How To Prevent A Toothache With Caffeine

We’ve been keeping regular and safe caffeinated beverages for a long time now. You may have even noticed some new ones popping up in your fridge.

Caffeine is a powerful stimulant that has a number of health benefits. However, it can also give you a nasty caffeine mouth or chest ache if you over indulge. To prevent an ache, we’ve started using the caffeine powder from the tea bags, not the coffee, instead of the caffeine powder from the milk. We also use it at bed times before going to sleep to help us get some shut eye.

We recommend that you keep up these steps regularly! If you’re having a cup of coffee or tea every morning at least for 2/3 of your mornings, you should be okay. We’re not advocating excessive caffeine or taking a coffee break from your life, but you do not need to feel guilty for enjoying the benefits! We also recommend that you start a good morning routine. This routine can include starting on time, exercising with the goal of becoming more energetic, and trying some different kinds of coffee.

The most recent study we’ve read about is about the use of caffeine and cola products in the prevention of dental caries. The conclusion: “The use of cola products in the prevention of dental caries in children seems to be related to the consumption of sugar-sweetened soft drinks rather than to sugar intake.”

The authors conclude their article by suggesting that pediatrician’s should look for more data on dental caries prevention. They believe that more research on this topic is needed, but we do not recommend a sweetened soft drink per se.

One of the more significant side effects of caffeine is that it increases saliva production. When you have a sweet drink that contains much more sugar, your saliva levels may also be pushed to their maximum. This can lead to gingivitis or tooth decay; not so with coffee! 

Caffeine has been found to be a safe addition to some types of water, but in too much is not recommended when you’re drinking it throughout the day.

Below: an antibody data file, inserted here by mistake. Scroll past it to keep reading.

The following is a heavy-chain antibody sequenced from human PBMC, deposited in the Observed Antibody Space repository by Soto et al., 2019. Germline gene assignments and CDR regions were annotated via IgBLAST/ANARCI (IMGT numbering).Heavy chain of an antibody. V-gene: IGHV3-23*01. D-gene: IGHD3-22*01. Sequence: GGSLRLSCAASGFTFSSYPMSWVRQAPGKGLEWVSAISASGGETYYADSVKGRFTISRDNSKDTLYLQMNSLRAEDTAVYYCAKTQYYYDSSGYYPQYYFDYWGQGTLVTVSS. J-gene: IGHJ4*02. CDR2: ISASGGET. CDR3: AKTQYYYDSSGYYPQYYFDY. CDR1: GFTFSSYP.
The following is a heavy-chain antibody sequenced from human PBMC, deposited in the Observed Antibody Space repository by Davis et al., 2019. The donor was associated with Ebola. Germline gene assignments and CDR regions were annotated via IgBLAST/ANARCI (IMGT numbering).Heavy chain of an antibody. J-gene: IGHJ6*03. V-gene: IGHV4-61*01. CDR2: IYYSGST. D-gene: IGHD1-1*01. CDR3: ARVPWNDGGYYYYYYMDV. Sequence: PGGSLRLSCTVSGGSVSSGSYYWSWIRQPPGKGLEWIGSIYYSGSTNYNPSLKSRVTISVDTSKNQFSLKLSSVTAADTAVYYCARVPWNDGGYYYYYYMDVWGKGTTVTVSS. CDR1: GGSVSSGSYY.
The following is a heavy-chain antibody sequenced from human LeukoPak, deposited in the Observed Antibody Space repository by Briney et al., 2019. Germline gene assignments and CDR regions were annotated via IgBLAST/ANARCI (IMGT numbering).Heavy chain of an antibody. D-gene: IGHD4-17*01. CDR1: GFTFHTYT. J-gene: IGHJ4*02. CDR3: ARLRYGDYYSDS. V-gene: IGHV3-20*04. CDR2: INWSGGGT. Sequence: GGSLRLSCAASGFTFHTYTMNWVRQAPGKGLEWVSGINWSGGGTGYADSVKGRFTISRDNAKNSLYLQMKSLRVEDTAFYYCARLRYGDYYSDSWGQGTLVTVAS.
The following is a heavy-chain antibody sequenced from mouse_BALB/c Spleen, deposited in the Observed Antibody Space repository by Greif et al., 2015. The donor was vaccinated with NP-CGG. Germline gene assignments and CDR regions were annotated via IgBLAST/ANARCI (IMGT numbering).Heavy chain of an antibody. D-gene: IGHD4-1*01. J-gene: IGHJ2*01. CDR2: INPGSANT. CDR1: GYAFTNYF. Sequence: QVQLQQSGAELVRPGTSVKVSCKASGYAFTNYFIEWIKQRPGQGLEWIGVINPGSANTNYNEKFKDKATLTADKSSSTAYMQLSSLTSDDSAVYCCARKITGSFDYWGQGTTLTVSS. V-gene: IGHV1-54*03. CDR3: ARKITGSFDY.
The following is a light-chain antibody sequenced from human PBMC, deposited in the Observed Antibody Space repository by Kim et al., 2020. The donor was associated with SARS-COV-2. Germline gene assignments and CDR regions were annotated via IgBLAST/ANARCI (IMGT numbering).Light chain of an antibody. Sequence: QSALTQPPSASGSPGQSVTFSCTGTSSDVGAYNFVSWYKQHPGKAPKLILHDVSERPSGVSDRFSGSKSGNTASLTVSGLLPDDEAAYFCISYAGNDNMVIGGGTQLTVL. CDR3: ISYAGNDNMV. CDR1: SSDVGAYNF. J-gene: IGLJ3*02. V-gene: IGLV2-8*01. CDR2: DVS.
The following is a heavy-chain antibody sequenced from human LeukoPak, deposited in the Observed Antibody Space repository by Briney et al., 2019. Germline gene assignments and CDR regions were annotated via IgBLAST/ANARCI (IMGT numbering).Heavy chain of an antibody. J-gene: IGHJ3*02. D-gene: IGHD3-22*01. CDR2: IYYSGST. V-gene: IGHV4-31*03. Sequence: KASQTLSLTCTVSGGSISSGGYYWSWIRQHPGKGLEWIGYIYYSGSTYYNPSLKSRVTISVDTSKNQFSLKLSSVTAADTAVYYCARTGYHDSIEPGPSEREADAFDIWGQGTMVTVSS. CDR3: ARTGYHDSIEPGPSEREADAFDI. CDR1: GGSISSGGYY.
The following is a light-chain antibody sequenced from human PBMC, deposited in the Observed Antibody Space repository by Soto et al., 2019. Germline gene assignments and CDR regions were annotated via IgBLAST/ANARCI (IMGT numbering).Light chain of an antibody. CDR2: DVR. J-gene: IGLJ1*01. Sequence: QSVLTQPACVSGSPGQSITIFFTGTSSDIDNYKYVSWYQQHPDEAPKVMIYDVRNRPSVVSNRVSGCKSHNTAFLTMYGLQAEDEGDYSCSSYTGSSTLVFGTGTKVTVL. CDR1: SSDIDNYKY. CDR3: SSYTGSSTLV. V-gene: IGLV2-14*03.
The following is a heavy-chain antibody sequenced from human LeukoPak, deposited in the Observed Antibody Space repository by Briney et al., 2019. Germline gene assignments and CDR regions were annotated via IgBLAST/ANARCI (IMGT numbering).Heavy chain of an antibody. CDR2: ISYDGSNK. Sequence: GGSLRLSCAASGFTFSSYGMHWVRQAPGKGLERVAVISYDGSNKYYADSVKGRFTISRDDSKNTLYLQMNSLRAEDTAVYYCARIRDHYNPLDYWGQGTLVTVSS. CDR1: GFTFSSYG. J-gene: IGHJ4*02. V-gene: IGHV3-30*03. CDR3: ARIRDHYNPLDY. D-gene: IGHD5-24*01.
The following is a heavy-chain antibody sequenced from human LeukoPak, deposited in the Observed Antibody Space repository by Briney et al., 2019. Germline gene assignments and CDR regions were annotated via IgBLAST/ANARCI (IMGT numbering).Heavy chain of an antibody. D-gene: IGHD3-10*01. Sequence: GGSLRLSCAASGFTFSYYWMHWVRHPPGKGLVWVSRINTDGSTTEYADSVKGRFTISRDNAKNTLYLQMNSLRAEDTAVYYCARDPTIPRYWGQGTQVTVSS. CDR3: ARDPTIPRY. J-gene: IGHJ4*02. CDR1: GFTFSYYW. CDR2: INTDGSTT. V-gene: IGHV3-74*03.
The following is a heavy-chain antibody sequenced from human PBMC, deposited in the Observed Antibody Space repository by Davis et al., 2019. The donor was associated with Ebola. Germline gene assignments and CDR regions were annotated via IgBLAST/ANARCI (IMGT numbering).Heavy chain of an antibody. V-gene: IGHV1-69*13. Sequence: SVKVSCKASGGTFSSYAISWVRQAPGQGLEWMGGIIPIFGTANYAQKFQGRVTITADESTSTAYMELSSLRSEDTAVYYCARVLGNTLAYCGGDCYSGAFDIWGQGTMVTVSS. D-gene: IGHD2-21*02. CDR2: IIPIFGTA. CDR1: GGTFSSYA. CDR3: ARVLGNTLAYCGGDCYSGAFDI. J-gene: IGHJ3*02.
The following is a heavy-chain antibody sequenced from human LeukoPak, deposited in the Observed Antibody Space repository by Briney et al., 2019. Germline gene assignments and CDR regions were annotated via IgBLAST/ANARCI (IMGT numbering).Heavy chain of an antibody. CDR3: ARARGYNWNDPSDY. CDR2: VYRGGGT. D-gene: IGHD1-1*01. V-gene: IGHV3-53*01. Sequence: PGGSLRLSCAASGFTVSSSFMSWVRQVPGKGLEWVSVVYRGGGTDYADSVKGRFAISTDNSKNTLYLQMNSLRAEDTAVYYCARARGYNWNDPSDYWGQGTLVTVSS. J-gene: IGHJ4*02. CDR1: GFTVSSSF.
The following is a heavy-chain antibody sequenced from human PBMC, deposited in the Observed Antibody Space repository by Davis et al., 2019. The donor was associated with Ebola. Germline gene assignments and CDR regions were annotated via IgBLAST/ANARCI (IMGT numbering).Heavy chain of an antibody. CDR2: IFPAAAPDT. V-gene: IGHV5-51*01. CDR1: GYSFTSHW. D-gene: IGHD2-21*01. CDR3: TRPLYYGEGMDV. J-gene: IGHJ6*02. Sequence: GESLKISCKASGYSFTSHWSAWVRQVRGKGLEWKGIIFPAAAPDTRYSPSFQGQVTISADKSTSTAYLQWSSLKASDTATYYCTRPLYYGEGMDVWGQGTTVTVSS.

This is especially true for people who are lactose intolerant and people with an increased salt intake. Some people also experience vomiting and diarrhea while taking caffeine supplements.

I should caution consumers and health care providers to be aware that caffeine can have negative side effects to those with a history of stroke or heart disease such as an irregular heart rate, palpitations, fainting or heart attack. Caffeine can also potentially cause nervousness, agitation, seizures, depression and even death in those who regularly take the drug with other prescription medications.

Caffeine is considered safe for the elderly, pregnant women and those with pre-existing low blood pressure, asthma, liver disease or kidney disease because experts know it does not contain known cancer-causing agents. Caffeine is also considered safe, although a higher dose may be necessary to suppress cravings.

For the treatment of obesity, caffeine has been shown to be safe when consumed in small amounts of 1 to 10 milligrams per kilogram of body weight; a daily total of 600 milligrams. Because caffeine in liquid form is digested rapidly for weight management efforts that often target the stomach and intestines, this treatment is often administered in conjunction with other weight-reducing medications.

In the last decade, more and more studies have been showing that caffeine does not seem to affect the quality of sperm or fertility. In fact, recent data showed that caffeine may increase sperm production.

For an increasing number of the American adults over the age of 18, they are consuming caffeine at a rate exceeding that recommended by the FDA.